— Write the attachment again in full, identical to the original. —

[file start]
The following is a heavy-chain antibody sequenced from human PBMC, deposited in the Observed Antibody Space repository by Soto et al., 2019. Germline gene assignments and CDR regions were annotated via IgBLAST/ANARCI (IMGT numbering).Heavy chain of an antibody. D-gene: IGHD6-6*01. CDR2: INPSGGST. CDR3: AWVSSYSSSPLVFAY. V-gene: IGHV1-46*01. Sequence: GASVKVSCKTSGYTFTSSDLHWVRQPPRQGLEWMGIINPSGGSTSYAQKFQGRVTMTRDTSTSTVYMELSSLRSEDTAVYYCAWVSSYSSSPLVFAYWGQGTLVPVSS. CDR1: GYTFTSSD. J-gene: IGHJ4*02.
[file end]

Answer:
The following is a heavy-chain antibody sequenced from human PBMC, deposited in the Observed Antibody Space repository by Soto et al., 2019. Germline gene assignments and CDR regions were annotated via IgBLAST/ANARCI (IMGT numbering).Heavy chain of an antibody. D-gene: IGHD6-6*01. CDR2: INPSGGST. CDR3: AWVSSYSSSPLVFAY. V-gene: IGHV1-46*01. Sequence: GASVKVSCKTSGYTFTSSDLHWVRQPPRQGLEWMGIINPSGGSTSYAQKFQGRVTMTRDTSTSTVYMELSSLRSEDTAVYYCAWVSSYSSSPLVFAYWGQGTLVPVSS. CDR1: GYTFTSSD. J-gene: IGHJ4*02.